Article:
When the going gets sweaty, permeability is the magic fix you need.
You hear terms like breathable and air permeable when it comes to technical waterproof fabrics, but do you really know what those things mean? And what they do? And why you need those qualities in ski outerwear?
Here at Flylow, we’re self-described nerds when it comes to technical fabrics. When we can’t find the perfect existing fabric for a specific product we’re designing, we’ve often been known to get to work building our own proprietary fabrics. The Perm, by Intuitive Fabrics, is one such example. It’s one of the most air permeable fabrics in our line and we use it on products designed for backcountry skiing, where uphill ascents can lead to sweaty skintracks and you need layers that work for you, not against you. You’ll find the Perm in pieces like our Kane Jacket and Smythe Bib.
We talked to Flylow’s Senior Director of Product Chris Blum about fart fans, trumpets, and Japanese mills. Here’s what you need to know about air permeability, in his words.
Breathable doesn’t mean air permeable. Air permeability actually moves air out. Breathability just moves moisture. It has to actively turn on.
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In traditional waterproof-breathable garments, you have to work up a sweat on the inside for moisture vapor to go anywhere. The reason for that is physics—you’ve got to create two different climates. Moisture vapor has to move from a warm climate to a cold one. So ultimately, you’ve got to build up a sweat before that moisture can be released. That means potentially wetting out your base layer, which can be a big problem in the backcountry.
But with an air permeable fabric like the Perm or eVent DV Expedition (the two air perm fabrics we use) the membrane is designed to allow air to flow freely from the inside to the outside of the jacket or pant. Instead of just moving moisture because you’ve created two different climate zones, you’re instead moving air through the jacket. You don’t have to heat up first in order for the fabric to do its job.
I’m into air permeability because it’s something that works right away.
One thing to remember with an air permeable fabric is you may have to layer a bit more or choose a heavier midlayer. You might feel a little less warm initially, but once you get accustomed to the layer, you’ll feel how much drier you are. Traditional waterproof breathable fabrics have this greenhouse feeling, where the moisture or humidity acts like a greenhouse, so it feels a little warmer when you go into it. But then your baselayer starts to wet out, and you feel cold.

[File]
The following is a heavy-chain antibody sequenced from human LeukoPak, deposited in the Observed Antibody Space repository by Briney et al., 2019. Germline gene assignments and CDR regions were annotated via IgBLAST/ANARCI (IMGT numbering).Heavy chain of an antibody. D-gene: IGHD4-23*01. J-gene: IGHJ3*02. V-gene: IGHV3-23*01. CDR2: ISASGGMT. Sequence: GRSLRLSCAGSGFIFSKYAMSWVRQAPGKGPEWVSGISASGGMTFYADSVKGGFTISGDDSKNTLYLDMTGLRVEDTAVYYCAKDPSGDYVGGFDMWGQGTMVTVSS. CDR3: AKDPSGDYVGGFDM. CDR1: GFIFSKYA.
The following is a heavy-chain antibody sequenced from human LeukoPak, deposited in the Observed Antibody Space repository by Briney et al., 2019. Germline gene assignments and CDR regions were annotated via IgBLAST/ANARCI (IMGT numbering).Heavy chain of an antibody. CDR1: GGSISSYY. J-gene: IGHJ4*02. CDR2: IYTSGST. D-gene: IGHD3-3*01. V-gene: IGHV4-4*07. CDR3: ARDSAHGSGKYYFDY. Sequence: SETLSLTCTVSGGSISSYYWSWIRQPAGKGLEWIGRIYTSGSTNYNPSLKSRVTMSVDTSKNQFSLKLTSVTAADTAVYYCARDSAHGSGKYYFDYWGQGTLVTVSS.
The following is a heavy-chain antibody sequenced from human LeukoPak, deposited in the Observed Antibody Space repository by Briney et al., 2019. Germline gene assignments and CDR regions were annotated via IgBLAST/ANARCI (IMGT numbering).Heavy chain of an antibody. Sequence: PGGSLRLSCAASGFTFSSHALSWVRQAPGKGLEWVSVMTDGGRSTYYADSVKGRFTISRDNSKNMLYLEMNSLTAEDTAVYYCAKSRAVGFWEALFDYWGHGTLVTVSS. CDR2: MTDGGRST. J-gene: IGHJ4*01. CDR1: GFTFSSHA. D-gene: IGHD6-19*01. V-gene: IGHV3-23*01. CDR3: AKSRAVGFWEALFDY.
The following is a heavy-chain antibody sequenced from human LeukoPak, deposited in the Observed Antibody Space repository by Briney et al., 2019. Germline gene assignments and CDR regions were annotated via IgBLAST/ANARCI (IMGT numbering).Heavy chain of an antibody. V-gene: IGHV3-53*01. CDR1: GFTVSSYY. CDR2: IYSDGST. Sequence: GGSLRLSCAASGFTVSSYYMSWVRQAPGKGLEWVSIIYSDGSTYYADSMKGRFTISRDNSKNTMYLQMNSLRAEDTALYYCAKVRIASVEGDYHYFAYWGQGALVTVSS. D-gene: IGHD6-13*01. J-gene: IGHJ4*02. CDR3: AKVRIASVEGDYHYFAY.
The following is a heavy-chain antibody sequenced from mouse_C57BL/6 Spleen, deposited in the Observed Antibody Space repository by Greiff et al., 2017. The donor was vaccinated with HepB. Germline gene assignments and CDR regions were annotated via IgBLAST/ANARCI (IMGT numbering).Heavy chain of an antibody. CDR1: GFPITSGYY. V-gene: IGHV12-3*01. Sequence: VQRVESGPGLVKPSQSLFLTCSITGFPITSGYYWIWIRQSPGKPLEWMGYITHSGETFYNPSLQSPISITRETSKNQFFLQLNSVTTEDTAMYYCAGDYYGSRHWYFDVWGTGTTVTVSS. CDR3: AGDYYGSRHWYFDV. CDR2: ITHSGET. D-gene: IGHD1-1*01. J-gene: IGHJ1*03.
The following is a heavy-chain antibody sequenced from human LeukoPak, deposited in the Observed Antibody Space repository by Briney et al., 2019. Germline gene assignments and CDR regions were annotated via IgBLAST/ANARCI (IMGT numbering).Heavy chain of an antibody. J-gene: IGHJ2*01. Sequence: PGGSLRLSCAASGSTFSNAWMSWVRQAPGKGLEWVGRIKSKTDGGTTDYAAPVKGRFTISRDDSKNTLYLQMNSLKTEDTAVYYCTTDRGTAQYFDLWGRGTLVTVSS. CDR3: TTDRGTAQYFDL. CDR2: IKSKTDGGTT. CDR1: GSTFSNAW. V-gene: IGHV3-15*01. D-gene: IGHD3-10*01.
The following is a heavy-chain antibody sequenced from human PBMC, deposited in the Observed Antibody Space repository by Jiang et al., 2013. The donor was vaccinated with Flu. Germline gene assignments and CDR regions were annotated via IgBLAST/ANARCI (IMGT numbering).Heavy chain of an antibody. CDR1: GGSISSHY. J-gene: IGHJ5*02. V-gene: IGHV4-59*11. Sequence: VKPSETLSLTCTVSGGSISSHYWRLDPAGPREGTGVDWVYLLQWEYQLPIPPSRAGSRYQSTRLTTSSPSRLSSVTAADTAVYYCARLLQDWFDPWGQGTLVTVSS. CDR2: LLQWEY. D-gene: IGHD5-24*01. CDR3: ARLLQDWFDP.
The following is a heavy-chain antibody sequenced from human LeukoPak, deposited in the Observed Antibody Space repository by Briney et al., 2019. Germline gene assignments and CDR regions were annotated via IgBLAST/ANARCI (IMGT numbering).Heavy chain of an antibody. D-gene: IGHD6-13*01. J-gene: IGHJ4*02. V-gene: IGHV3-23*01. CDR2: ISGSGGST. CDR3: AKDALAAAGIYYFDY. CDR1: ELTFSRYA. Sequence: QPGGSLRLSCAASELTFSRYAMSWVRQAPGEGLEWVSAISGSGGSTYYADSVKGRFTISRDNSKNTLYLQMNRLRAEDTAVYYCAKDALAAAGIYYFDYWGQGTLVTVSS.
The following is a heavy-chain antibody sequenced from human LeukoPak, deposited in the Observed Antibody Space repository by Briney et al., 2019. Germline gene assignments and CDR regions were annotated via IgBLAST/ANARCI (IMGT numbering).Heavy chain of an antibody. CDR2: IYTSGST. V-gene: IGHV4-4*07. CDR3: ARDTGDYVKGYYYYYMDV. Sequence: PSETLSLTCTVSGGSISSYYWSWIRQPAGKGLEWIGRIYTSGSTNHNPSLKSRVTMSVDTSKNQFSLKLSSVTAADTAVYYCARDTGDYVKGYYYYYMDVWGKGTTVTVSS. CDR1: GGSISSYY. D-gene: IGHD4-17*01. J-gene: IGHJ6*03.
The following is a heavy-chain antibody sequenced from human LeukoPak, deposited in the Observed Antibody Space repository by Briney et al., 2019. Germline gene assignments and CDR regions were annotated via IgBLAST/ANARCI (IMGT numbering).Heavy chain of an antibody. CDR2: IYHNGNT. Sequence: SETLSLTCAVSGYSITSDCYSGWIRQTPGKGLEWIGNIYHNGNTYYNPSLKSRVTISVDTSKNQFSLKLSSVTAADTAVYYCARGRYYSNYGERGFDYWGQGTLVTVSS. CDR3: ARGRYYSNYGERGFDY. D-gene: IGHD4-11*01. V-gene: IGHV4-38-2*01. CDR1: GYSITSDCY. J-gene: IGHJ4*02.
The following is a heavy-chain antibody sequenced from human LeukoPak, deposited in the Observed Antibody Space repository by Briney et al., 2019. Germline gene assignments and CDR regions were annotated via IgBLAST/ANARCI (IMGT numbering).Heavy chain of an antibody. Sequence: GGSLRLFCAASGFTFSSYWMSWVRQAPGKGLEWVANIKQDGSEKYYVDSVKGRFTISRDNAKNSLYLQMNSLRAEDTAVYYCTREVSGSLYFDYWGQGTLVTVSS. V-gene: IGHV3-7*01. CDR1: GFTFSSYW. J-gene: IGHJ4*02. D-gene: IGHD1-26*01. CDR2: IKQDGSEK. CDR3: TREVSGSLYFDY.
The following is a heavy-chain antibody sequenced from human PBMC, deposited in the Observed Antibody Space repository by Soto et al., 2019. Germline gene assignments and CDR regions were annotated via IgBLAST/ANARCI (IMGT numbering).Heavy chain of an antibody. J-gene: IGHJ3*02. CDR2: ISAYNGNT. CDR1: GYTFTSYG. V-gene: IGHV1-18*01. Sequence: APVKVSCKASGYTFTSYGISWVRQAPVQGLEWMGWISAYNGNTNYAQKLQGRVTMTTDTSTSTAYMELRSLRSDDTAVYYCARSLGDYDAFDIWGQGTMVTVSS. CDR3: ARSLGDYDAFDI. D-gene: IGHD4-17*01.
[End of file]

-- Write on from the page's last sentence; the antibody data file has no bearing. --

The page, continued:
You’ll get people who say, If the jacket is letting air through, then am I going to be cold? Am I going to feel that air come through? I say, it’s diffused. Think about blowing through a trumpet. By the time the air has gone through the trumpet to the other side, it’s slowed down the velocity. So, it’s not like you’re opening up the pores in the jacket and getting tons of airflow in. You’re just feeling a little cooler.
Not wearing an air permeable fabric on the skintrack? The main thing you’ll notice is that your base layer will feel damp. You’ll need to maximize the performance utilization of your base layer. If you were to get an air perm membrane on your outer layer, your base layer wouldn’t have to work as hard. It would feel drier.
Another nice thing about air permeability is it lets you de-layer less. If you’re skinning and it’s getting windy and you’re like, I’d love to put on my shell, but I know I’ll work up a sweat, that’s where an air permeable shell can come in. You’ll get to that windy summit and you can stay in that shell and be protected.
Watch Now: The Real Science Behind The Perm Fabric
Fun fact. We can control the level of air permeability. It’s measured in cubic feet per minute. The only way you’d know about CFM is if you bought a fart fan for your bathroom—that’s really the only other time you’d care about air moving through something.
eVent basically pioneered the space of air permeability. Others have joined in, like Polartec’s NeoShell. For now, we’re using eVent and the Perm for our air permeable fabrics.
The Perm fabric that we’re currently using on the Kane Jacket and Smythe Bib is exclusive to Flylow. It’s made out of Japan and we work closely with the Japanese mill that’s creating it. When I think about Japanese mills, I think about high quality and controlled quality. We’re able to work with their engineers on specifications and performance that gets down to nitty-gritty details.
We try to first come up with a product idea, then find a fabric that fits.
If we’re building a Z line product, then we’re looking for an air permeable piece. You might specify the fabric weight you want to work in, the range and air permeability you’re looking for. If it’s an insulated product, we would want to add a higher level of permeability than if it were non insulated.